While Smith and Carlson were wary of going up against such a powerful adversary, they received some unexpected support from within the company. After they filed their claim, six more women stepped forward accusing Ailes of sexual harassment. Furthermore, the Murdoch family, who were apparently looking for an excuse to get rid of Ailes for a long time, conducted their own private investigation into the matter.

Naturally, Ailes responded to the accusations by having Fox anchors defend him and smear his enemies on-air. He and his wife, Elizabeth (played by Connie Britton in the movie), claimed that the Murdoch sons and the liberal media were trying to persecute him. As the events coincided with the 2016 election, they said it was all part of a master plan to help Hilary Clinton become president.

During the internal investigations by the Murdoch family, more female Fox employees — including Megyn Kelly (Theron), who was being touted as the future face of the network at the time — opened up about Ailes and his awful exploits. On top of that, Rupert Murdoch (Malcolm McDowell in Bombshell) was unhappy with Ailes and the network’s strong support of Donald Trump. With the chairman proving to be a liability in more ways than one, Murdoch no longer felt that he was essential to the Fox machine.

Of course, that didn’t stop Ailes and his allies from fighting back. Elizabeth tried to have the company’s media department release racy photoshoot images of Kelly to shame her. They refused. Elsewhere, Ailes’ team leaked information to the right-wing outlet Breitbart claiming that there would be a massive employee exodus from the company if he was removed, and they would form a rival network — the proposed Trump TV — together. This didn’t happen either.

With Ailes’ departure all but confirmed, he was barred from Fox’s headquarters and locked out of his company accounts. Then, on July 21, 2016, Rupert Murdoch summoned Ailes to a meeting in which they agreed to a $40 million severance package. The agreement also prevented Ailes from joining a rival network, though he would remain an advisor to Murdoch.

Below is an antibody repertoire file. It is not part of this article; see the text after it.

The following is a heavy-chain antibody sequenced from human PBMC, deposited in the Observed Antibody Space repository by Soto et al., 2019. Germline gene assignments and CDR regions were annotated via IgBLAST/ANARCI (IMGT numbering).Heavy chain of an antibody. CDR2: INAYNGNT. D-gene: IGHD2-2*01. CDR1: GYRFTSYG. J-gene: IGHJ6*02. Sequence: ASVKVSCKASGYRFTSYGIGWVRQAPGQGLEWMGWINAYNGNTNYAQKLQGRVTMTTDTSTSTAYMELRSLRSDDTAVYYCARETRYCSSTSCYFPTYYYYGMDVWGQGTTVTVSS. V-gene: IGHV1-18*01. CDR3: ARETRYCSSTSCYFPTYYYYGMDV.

Over the following days, more women spoke out about Ailes and Fox. Anchor Andrea Tantaros said that she was taken off the air after reporting her former boss, while her lawsuit compared the company to a “sex-­fueled, Playboy Mansion–like cult, steeped in intimidation, indecency, and misogyny.”

In the end, Carlson agreed to an eight-figure settlement. Some of the other women who spoke out, however, received no compensation. Ailes, meanwhile, became an adviser to President Trump until his death on May 17, 2017 — just three days after his 77th birthday.

At the end of the day, Ailes got off more than lightly. He left the company with a hefty financial package and became an influential figure in the Trump campaign. Furthermore, his allies at the network (Sean Hannity, mainly) have continued to defend him, meaning that there will always be people out there who don’t take the allegations against him seriously.

The Ailes situation also prompted more women to expose the problematic culture at Fox. In 2017, Bill O’Reilly was also accused of several incidences of sexual misconduct, which led to his removal from the company and him having to pay $45 million in settlements.

Earlier this year, Fox Nation host Tyrus was also accused of sexual harassment after reportedly sending lewd texts to his colleague Britt McHenry. This one appears to have slipped under the radar, but it’s yet another incident which reveals a rotten epidemic that Fox News.

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Kieran is a Contributor to the website you're currently reading. He also loves the movie Varsity Blues.